Coast & Sustainability

Protecting saltmarsh sparrows

With new grant funding, The Trustees join a multi-state effort to protect critical saltmarsh sparrow habitat. More than four out of every five saltmarsh sparrows have disappeared since 1998.

New funding will help The Trustees expand an innovative salt marsh restoration project underway in Newbury, Essex and Ipswich. The funding, a $1 million grant from the U.S. Fish and Wildlife Service (FWS), was awarded to the Connecticut Department of Energy and Environmental Protection and will be shared in partnership with several states—Massachusetts, Maine, Rhode Island, Virginia, and Maryland.

The multi-state partnership will test a total of five management techniques to restore salt marsh habitat, including three planned for Trustees properties, helping to heal and protect threatened saltmarsh sparrow nesting sites. According to the FWS, more than four out of every five saltmarsh sparrows have disappeared over the last 22 years—accounting for an approximate 87% drop in the population.

Adult saltmarsh sparrow perched on invasive common reed (Phragmites australis). Credit: Bri Benvenuti /USFWS

“Saltmarsh sparrows are declining at an alarming rate across our region,” said Connecticut Chief of Fisheries, Forestry and Wildlife Rick Jacobson in an FWS press release. “This project will test five of the most promising management techniques for retaining saltmarsh resilience, reducing high-marsh flooding, and increasing nesting success.”

Projects funded by the grant will be managed by state wildlife agencies in partnership with The Trustees, the National Audubon Society, the Virginia Institute of Marine Science, the U.S. Fish and Wildlife Service, and the Salt Marsh Habitat and Avian Research Program.

Under this partnership The Trustees will receive $52,000 to expand its three-to-five-year marsh restoration project by an additional 50 acres. The project uses an innovative nature-based method to “heal” some of the historic marsh ditching, which retains water and leaves the ecosystem increasingly vulnerable to floods. This restoration method rebuilds marsh peat naturally, restoring natural draining processes and allowing the marsh to keep pace with sea level rise.

The Trustees ultimately aims to restore a total of 2,000 acres of salt marsh in Massachusetts and the 50-acre expansion comes on the heels of several milestones for the more than 300-acre pilot area in 2020, including an April launch of restoration work on 85-acres at Old Town Hill in Newbury. Additionally, more than two hundred acres in Essex and Ipswich moved to permitting work, after completing the design phase.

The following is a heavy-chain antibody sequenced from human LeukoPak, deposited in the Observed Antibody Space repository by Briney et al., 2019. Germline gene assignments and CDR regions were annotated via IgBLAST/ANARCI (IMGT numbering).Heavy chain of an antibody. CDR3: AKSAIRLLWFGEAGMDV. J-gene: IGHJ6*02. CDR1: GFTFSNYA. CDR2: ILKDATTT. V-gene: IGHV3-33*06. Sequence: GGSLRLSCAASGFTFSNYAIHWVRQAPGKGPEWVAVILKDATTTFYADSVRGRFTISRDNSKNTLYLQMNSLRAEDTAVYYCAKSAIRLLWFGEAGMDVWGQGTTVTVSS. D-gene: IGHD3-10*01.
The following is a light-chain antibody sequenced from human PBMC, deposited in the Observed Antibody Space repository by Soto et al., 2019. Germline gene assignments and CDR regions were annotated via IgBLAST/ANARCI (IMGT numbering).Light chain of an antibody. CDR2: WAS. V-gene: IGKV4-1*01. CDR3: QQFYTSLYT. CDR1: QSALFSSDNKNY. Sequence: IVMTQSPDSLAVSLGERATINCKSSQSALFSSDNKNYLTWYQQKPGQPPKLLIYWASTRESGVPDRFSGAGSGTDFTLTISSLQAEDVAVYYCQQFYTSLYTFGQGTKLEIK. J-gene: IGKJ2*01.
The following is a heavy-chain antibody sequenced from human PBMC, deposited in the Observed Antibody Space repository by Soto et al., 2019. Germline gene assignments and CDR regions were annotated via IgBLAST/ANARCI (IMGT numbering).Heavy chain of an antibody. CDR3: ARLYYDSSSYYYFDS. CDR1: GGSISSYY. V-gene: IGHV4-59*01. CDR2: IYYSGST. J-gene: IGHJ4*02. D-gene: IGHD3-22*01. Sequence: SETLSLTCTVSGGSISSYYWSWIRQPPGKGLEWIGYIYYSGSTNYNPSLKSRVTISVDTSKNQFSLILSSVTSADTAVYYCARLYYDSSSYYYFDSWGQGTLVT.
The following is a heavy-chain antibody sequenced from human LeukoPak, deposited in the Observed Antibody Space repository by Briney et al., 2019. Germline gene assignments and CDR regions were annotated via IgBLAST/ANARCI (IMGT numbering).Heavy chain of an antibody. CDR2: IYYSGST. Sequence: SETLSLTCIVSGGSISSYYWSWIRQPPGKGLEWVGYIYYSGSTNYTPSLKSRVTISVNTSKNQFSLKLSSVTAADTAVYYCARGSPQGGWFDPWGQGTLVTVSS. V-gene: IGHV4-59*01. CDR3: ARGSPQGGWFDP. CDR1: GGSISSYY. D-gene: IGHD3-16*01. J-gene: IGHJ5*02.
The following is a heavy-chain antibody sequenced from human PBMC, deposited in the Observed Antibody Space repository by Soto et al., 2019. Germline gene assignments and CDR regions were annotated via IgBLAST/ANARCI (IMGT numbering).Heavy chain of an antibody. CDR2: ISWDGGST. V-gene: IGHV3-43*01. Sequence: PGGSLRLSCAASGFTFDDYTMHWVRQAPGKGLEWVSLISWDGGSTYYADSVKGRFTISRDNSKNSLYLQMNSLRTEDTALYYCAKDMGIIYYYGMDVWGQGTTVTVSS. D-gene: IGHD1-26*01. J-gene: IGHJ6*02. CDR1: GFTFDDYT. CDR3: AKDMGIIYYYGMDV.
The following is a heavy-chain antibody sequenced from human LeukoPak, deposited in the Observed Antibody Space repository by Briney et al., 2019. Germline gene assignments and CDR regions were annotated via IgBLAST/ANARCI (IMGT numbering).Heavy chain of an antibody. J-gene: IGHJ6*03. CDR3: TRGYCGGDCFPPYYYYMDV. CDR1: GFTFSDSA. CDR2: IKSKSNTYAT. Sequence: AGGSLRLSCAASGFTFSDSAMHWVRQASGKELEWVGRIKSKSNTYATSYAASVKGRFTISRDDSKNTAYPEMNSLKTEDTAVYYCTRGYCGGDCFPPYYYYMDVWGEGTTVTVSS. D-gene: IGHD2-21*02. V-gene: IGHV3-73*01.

The Trustees and partners are using an innovative, nature-based method to "heal" this vital ecosystem and restore its ability to drain naturally, enabling it to keep pace with sea level rise.

“Saltmarsh sparrows require a very specific habitat—they only breed in salt marshes along the Atlantic coast between Maine and Maryland,” explains Russell Hopping, Trustees Lead Ecologist for Coastal Ecology. “Their nests are built on the surface of the highest areas of marsh where flooding is infrequent. In a healthy marsh, this means the chicks have enough time to hatch and leave the nest between the highest of tides that occur monthly. However, compromised salt marsh habitats from past agricultural use and mosquito control together with rising sea levels are resulting in nests being washed out and chicks drowning. The decline of saltmarsh sparrows indicates the vulnerability of our coastal habitats and the rapid change they are currently experiencing. What’s good for the sparrow is good for the marsh and good for coastal communities.”

Saltmarsh sparrow chicks. (Nest monitoring should always be performed by trained researchers with proper permitting)

In addition to being critical habitat, salt marshes also serve as a buffer to adjacent uplands from storm surge. More than 50% of the nation’s original salt marsh habitat has already been lost, according to FWS.

“The next decade is a critical window for shoring up our salt marshes against rising seas,” said U.S. Fish and Wildlife Service regional director Wendi Weber in the release. “We will continue to work with our many partners across the saltmarsh sparrow’s range to find holistic solutions that turn the tide for saltmarsh sparrow and help coastal communities maintain natural defenses in a changing climate.”

In 2023 the FWS plans to assess whether salt marsh sparrows warrant protection under the Endangered Species Act. In Massachusetts, a state that supports 10% of the saltmarsh sparrow population, this bird is currently listed as a state species of greatest conservation need.

Trustees properties with known saltmarsh sparrow populations include Old Town Hill in Newbury, Cape Poge Wildlife Refuge on Martha’s Vineyard, and Crane Wildlife Refuge in Ipswich.

To learn more about this and other Trustees coastal projects visit

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